The poem I’ve chosen  for the Sunday Poem this week is called’Put-downs’.  The hurtful things people can say to other people is something that seems to be on my mind a lot recently.  Helen Mort has just written a great blog about the effect that unsolicited advice and comments can have, which you can read here where she writes back to a male writer who offered some unnecessarily cruel and personal unsolicited remarks.  In the blog, Helen says

I’m sorry for writing an essay back in response to a short email. But sometimes, a few words online can spill over into someone’s life and have quite a profound effect, so I thought it was worth trying to put that into words

This really struck me when I read this.  Maybe it’s something that we all forget too often, that what we say and do can have a profound effect on other people.  Pauline’s poem discusses the effect that words and comments by family members can have on the self, not only as a child but as an adult as well.

The familiar phrase of ‘You’re a sight for sore eyes’ becomes unfamiliar in the poem as the gran gets it ‘the wrong way round’.  There is something funny in this misuse of the phrase at first, and the descriptions of the speaker ‘scratched and bleeding from climbing trees’ or ‘once hiding in tall grass being shown how boys pee’ has real energy and life to it.

By the end of the poem, this humour is wiped out.  There is a sense of something left unsaid with the description of the gran as ‘A woman wrapped in loss’ but this untold story is quickly moved on with the introduction of another familiar phrase.  The last three lines of the poem I found completely chilling, and in particular the last two lines: ‘She could destroy you six different ways with this/depending on where she put the emphasis.’ These two lines send you back to the line before with the phrase ‘who do you think you are’.  I couldn’t help myself but try and put the emphasis in different ways.  When you do this, when you practice saying ‘Who do you think YOU are’ or ‘Who do you think you ARE’ or ‘Who DO you think you are’ it is almost like the Gran emerges and forms, in the white space around the poem.

Thanks to Pauline for letting me post this poem! Here’s to a week, no even better a life of no put-downs and kindness to wash over us all.

Pauline Yarwood

My gran got it the wrong way round.
You’re a sight for sore eyes, she’d snap,
sharp, when I snuck in through the back door.
I’d be grubby from digging pits for dens
or scratched and bleeding from climbing trees,
red-faced from riding my bike a few feet
further than I was allowed to go,
then a sweaty race back hoping not to be seen,
and once hiding in tall grass being shown how boys pee.
It was years before I realised that being
a sight for sore eyes was a good thing,
a joy to behold.  But I was never that,
just a scruffy kid hoping for toast and marmite
and a bit of a welcome.  She could, I suppose,
have meant that me looking like something
the cat dragged in cheered her up, made her smile.
But that wasn’t my gran.  A woman wrapped in loss,
her other favourite phrase, which never leaves me,
was who do you think you are.
She could destroy you six different ways with this
depending on where she put the emphasis. 


Sunday Poem – Pauline Yarwood


This week I almost decided to write another blog post half way through the week so that this one would not be as long, but I didn’t.  Now, starting this at 8.30pm on Sunday night, I’m regretting my earlier tardiness.  Plus the X factor is on which is a little distracting – I like the audition stage when everyone is still quite raw and quirky, before they get manicured and prepped to within an inch of their lives.  Maybe I shouldn’t have admitted my weakness for the X factor – what about if I promise to never mention the X factor within these pages again?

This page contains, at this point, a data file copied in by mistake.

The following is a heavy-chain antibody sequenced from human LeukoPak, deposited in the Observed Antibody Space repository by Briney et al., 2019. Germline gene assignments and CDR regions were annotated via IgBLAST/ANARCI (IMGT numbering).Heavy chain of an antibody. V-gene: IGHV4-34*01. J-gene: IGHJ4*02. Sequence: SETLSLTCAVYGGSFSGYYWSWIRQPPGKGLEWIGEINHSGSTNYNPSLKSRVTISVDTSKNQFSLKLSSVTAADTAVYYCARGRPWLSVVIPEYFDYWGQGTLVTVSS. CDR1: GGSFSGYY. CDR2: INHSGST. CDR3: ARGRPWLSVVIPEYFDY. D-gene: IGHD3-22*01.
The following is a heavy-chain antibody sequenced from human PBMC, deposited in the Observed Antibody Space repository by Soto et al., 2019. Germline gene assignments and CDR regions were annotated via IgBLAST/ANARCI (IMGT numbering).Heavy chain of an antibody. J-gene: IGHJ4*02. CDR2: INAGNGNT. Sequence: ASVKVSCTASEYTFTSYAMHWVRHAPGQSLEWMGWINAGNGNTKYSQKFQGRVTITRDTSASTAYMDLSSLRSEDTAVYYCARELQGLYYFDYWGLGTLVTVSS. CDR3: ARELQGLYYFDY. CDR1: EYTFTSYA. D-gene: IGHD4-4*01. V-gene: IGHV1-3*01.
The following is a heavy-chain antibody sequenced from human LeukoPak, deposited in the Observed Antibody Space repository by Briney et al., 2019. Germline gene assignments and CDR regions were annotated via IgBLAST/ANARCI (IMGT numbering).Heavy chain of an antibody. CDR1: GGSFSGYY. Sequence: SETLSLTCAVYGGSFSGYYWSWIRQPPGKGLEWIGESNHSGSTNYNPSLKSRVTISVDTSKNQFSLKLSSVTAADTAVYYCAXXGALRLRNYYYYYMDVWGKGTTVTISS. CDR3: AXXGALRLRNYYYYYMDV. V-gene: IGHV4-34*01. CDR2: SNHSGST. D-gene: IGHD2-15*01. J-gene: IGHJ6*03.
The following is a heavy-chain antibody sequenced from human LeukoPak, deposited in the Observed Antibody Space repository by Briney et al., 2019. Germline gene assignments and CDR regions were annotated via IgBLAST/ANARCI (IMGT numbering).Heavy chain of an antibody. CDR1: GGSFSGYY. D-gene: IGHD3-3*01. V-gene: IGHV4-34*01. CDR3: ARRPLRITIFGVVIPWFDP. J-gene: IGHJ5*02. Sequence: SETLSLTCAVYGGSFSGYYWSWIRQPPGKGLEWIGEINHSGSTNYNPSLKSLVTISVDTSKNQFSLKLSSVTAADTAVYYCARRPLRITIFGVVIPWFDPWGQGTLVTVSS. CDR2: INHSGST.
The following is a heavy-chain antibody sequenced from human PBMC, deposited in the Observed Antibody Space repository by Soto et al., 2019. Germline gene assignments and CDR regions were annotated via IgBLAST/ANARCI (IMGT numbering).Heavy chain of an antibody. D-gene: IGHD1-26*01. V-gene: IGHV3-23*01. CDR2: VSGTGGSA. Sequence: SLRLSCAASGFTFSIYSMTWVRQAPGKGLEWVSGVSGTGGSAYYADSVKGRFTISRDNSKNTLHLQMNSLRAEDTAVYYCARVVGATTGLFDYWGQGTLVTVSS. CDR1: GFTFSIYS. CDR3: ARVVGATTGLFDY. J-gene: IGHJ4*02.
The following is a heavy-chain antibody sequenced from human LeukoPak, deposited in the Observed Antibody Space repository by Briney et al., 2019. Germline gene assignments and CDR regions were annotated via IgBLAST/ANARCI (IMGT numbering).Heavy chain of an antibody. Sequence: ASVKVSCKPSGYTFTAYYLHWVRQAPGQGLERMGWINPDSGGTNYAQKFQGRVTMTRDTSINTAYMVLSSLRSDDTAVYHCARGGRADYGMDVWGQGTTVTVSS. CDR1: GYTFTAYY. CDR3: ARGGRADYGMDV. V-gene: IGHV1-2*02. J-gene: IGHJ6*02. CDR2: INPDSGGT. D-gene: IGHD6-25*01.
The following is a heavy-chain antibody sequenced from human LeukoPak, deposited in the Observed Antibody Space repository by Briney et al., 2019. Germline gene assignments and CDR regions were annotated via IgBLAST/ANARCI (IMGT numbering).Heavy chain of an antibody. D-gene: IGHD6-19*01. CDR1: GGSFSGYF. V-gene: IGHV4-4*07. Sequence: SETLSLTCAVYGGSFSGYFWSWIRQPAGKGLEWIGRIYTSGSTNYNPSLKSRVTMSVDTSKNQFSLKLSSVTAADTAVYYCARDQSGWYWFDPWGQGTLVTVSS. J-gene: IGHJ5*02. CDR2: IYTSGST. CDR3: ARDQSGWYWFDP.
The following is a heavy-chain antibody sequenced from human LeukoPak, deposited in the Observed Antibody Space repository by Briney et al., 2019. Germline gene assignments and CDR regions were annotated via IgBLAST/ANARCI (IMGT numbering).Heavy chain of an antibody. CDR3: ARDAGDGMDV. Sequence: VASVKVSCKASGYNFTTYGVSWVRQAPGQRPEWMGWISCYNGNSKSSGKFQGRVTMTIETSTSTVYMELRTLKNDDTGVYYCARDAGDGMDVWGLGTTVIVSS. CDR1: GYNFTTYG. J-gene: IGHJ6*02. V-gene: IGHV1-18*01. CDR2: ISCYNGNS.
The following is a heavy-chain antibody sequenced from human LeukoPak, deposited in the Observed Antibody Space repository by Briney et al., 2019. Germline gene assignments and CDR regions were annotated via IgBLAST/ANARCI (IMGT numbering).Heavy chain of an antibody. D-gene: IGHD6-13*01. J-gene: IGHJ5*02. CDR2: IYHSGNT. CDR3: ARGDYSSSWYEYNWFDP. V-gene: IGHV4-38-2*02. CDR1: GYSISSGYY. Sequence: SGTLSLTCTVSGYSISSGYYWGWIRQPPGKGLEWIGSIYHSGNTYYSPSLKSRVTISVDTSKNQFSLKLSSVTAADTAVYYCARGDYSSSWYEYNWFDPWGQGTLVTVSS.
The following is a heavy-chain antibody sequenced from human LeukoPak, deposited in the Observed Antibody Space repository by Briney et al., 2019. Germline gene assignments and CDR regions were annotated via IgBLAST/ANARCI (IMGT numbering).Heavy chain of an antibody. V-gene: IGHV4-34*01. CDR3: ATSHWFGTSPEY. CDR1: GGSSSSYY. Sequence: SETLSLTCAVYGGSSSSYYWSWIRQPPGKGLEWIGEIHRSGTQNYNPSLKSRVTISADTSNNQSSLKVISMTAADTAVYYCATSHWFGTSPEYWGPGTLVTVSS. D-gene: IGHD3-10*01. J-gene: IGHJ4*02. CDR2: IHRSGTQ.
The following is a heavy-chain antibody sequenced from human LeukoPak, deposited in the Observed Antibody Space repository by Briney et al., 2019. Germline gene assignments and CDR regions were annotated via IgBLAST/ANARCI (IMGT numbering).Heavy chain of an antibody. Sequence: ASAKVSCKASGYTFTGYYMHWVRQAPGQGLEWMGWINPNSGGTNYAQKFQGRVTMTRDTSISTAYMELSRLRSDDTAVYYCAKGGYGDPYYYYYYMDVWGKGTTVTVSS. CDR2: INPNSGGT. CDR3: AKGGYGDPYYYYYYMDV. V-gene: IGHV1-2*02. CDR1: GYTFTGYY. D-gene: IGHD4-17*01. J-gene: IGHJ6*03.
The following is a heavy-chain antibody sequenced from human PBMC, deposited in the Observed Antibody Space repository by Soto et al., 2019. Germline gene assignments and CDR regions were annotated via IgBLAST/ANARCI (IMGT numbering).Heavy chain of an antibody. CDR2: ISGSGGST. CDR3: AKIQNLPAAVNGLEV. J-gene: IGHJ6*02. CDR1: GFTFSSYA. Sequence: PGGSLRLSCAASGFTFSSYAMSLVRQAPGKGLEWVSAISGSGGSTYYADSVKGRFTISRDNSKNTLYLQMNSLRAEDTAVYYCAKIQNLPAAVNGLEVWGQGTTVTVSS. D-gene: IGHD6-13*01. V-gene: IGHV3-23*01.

So this week I’ve been in Penrith on Monday and Tuesday for two teacher training or Inset days.  It’s nice to see the other music service staff – because we are so spread out around the country we don’t get to see each other very much, but I’m sure I’m speaking for EVERYONE when I say by the time the end of Tuesday came we had all had enough of each other and were ready to go home…

On Monday I went with my twin sister Jody to Ulverston and we had something to eat and then had a cup of tea in Natterjacks which is this lovely late night cafe – who knew that Ulverston had such a thing?  We were killing a bit of time between the end of Inset and our South Lakes Brass Ensemble rehearsal in Penny Bridge.  In the cafe there is artwork for sale and some of the tables and chairs are even for sale and they have books and magazines and board games.  Jody found a pack of cards and bullied me into playing this card game which I don’t think I’ve played since I was 15 – and I’d completely and utterly forgotten about it – although forgotten implies that it was there and I just wasn’t thinking about it – but it was like this card game had been erased from my brain, but as soon as we started playing I did remember it – we used to play it ALL THE TIME – for hours and hours on end.  I can’t even remember the name of it now.  I’m looking over at the husband who is innocently listening to his audio book with his headphones in whilst the adverts are on and decide I will bully him into playing it with me too before the night is over.  I’ve just asked him and apparently he has packed them away!  For those of you that have missed the moving saga – we were meant to move house a week ago..now it is vaguely meant to be happening on the 15th but I’m not holding my breath.